During the warm summer months, cruise ships travel through Europe’s northern waters to visit a variety of seaside countries. You can see jutting fjords in Scandinavia, stony cliffs and castles in the British Isles and historic cities throughout the region with world-class museums and diverse, cosmopolitan offerings.

In Dublin, you can roam bustling Georgian streets and end the day with a pint in a pub. London is a frequent departure point for cruises of Northern Europe -- arrive a day early to take in Big Ben, Westminster Abbey, Buckingham Palace and Trafalgar Square. While Edinburgh, capital city of Scotland, has many iconic sights -- Edinburgh Castle, Holyrood House and St. Giles Cathedral -- there also are museums, restaurants and stunning pieces of Victorian architecture to be seen.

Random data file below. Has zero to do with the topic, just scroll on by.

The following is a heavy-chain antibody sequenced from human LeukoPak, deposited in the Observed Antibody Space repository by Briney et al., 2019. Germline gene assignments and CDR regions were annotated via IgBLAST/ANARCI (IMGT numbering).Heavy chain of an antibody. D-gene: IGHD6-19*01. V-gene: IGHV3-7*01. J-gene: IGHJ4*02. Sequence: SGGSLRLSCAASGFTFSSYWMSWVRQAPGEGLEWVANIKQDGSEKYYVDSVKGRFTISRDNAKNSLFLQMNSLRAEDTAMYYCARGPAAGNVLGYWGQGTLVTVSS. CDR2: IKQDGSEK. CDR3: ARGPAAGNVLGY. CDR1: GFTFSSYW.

Get a glimpse of Russian history -- from the czarist era to the Communist years to the disintegration of the USSR -- during a port call in St. Petersburg. Often, ships overnight here. The Hermitage, one of the world’s foremost art museums, is a must-see attraction. Shop for local delicacies and handmade gifts in the shops along busy Nevsky Prospekt; vendors sell everything from hot Russian tea and pelmeni dumplings to the popular matryoshka nesting dolls and porcelain figurines.

Across the Baltic Sea, Stockholm, the capital of Sweden, is a cosmopolitan city spread over 14 islands that are connected by bridges. Main attractions include the great warship Vasa, Stortorget Square with its historic stock exchange and the hall where Nobel laureates are honored. The Baltic nations -- Latvia, Lithuania and Estonia -- once members of the Soviet Union, are now independent states with growing cultural scenes. The Latvian National Opera in Riga hosts opera and ballet festivals, and Tallinn, the Estonian capital, was named a European Capital of Culture by the European Union.

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